Got a love scene featured in your story? First, make it as awkward, dull, and unerotic as possible. Next, feature it again a few scenes later, provided it does absolutely nothing to move the story or characters forward. Got a fight scene? Good. Now add another fight scene, between same characters, right after it, only make it longer. Be careful you don’t make the story too exciting, though, so add lots of random dialogue-free scenes where characters repeatedly engage in recreational activities like jogging or football to offset all that heart-pounding action.

It’s Okay if Your Story is Boring and Baffling
In fact, if you follow the tips outlined above, it’s almost guaranteed. And if your story starts slipping into a coherent plot or your characters become too well-developed, just watch The Room and learn.

I gotta go.


The Fear is Real

I love all things dark and spooky. I can’t resist a good thrill or chill. So of course I love this time of year. I thought about doing a post about my favorite scary books and movies, but I felt like there weren’t many original recommendations I could make. Instead, after waiting until the last possible minute, I decided to focus on a different kind of scary. The kind that gets to the very core of who we are.

The horror, the horror…
One of the big trends I’ve noticed book-wise these last few years is more attention given to thrillers, but less to horror. Which I find odd considering both explore dark themes. So I looked up what distinguishes the two genres and discovered something interesting. Yes, there is some overlap, though horror is more about dread/terror and thrillers more about suspense/menace. Yes, horror often includes supernatural/gory elements whereas thrillers are often more realistic and crime-oriented. But there’s more to it. In a thriller, the narrative tends to be about evading a threat, while horror makes you confront it head on.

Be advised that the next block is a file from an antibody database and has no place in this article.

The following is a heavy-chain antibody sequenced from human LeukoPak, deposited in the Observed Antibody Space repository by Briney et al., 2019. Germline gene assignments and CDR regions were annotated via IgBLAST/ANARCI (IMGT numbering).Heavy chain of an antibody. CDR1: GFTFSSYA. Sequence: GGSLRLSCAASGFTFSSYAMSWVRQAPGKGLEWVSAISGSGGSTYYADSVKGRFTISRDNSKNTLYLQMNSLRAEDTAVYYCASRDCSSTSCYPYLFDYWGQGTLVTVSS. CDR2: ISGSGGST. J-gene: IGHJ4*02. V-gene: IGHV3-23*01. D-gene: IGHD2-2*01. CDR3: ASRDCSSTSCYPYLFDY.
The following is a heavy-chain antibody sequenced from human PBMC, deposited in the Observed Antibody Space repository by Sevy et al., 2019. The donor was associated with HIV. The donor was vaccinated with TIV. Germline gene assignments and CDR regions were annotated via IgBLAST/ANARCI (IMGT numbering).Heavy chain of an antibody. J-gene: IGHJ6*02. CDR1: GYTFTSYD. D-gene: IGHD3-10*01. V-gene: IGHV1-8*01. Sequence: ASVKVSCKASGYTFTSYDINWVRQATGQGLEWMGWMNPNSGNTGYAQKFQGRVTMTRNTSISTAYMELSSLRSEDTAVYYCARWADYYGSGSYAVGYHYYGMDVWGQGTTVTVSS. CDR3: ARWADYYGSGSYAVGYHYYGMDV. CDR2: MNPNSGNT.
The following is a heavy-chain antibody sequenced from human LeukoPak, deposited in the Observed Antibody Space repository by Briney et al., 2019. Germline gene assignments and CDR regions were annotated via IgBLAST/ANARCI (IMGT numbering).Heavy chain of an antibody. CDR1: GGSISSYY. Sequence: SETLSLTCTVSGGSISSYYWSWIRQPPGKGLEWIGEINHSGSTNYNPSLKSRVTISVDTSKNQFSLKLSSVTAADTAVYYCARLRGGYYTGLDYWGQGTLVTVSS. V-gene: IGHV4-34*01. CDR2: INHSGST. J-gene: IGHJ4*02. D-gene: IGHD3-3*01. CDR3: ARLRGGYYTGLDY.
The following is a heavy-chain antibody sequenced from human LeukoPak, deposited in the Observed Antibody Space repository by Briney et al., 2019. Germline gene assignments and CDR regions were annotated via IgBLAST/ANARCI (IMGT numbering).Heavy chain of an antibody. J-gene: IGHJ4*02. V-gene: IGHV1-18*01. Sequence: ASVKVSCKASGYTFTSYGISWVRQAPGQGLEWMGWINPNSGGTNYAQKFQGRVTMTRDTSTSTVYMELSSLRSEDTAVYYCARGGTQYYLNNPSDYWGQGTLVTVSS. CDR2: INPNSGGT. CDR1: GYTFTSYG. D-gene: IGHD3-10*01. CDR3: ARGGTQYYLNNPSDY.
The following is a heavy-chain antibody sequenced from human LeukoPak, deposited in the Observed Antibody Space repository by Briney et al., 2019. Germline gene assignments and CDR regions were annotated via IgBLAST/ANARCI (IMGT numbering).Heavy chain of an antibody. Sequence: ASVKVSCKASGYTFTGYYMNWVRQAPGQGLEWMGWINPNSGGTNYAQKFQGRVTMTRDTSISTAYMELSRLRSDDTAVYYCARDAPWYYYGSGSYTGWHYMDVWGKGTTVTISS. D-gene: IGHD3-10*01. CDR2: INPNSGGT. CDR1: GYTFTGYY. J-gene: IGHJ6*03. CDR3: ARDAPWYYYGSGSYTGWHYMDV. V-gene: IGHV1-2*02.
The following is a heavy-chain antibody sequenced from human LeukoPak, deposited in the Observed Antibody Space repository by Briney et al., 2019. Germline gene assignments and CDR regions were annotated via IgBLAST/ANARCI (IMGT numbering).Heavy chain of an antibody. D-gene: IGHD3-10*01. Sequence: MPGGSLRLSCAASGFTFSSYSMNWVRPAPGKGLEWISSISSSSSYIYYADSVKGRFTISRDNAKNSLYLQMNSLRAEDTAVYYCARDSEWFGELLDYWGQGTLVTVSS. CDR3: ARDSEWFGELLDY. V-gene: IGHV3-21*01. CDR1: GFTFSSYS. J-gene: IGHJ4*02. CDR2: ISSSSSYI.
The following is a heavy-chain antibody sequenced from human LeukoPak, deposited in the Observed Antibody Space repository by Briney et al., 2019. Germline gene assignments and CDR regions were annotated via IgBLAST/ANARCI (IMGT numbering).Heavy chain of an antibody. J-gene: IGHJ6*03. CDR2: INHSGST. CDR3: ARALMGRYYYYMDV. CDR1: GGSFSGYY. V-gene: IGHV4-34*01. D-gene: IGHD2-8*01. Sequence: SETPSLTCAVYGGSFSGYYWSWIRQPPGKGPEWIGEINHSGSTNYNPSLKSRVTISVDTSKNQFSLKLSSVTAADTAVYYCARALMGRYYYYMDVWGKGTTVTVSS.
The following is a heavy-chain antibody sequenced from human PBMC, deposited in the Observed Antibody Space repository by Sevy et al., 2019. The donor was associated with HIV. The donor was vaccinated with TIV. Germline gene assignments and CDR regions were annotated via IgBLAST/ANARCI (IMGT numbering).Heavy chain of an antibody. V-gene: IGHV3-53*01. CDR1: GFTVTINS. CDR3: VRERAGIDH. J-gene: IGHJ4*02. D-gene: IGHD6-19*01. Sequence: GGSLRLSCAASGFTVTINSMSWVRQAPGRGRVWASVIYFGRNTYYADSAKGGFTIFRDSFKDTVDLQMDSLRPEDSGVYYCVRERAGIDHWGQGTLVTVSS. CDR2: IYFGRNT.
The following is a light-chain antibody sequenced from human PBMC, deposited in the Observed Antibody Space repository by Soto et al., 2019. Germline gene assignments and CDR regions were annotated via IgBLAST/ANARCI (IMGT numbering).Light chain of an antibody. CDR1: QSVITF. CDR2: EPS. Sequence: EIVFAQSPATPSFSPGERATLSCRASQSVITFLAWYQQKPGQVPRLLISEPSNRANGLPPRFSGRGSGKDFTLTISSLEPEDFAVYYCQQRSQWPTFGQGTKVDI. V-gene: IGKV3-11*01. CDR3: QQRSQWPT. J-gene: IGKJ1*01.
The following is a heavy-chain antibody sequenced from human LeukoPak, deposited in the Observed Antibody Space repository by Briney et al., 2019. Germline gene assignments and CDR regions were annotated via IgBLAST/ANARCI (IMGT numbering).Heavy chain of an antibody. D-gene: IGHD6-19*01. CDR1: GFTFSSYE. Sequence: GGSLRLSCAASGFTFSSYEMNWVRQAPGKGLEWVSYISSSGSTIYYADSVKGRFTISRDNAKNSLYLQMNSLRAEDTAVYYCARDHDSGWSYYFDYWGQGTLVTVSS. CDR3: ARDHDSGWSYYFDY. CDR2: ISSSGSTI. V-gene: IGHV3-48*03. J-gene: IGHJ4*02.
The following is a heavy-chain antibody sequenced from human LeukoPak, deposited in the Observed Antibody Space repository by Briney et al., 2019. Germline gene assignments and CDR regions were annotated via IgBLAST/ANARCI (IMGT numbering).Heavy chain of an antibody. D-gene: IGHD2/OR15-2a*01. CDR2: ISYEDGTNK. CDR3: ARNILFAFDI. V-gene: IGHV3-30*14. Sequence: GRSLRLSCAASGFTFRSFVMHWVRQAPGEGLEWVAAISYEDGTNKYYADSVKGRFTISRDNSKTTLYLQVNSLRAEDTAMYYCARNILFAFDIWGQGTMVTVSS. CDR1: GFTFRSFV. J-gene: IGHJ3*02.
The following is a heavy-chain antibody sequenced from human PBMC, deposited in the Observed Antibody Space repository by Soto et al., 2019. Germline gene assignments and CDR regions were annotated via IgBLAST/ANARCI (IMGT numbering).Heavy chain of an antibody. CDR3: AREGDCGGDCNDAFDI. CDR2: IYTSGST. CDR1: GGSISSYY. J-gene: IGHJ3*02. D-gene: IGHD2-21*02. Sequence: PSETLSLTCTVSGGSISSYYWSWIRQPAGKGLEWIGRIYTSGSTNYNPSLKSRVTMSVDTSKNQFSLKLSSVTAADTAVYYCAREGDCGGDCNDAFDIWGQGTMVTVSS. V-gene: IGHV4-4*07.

I think there’s something compelling about putting a spotlight on your fears and facing them. So in honor of the scary season, here are my top fears as a writer:

1. I’ll never write another book.
This one is haunting me big time at the moment. Ever since I left the corporate world to write full-time, I’ve averaged a novel a year. I was on track to complete a fourth book this year, but a third of the way into it, I stopped. I knew the hook wasn’t strong enough and that my previous books were better, so I didn’t see the point in finishing something that would be less than. After tinkering with some other ideas, I have a seed of a concept I like, but it’s too soon to say whether that will be enough to produce a book. Meanwhile, I’m itching to work on something new, even as I’m putting a lot of my creative energy into marketing and promotion for my forthcoming debut. Which brings me to:

2. People are going to hate my book.
Writing is a tricky thing, because you have to do it for yourself, but you also can’t do it in a vacuum. You need to tell your story in a way that’s true to your vision, but also remember you’ll (hopefully) have an audience. Since I tend to write stories that are a bit off-kilter, I know they won’t have universal appeal, but I’d like my work to be generally well-received. Negative reviews will still happen, but it could be worse…

3. People are going to ignore my book.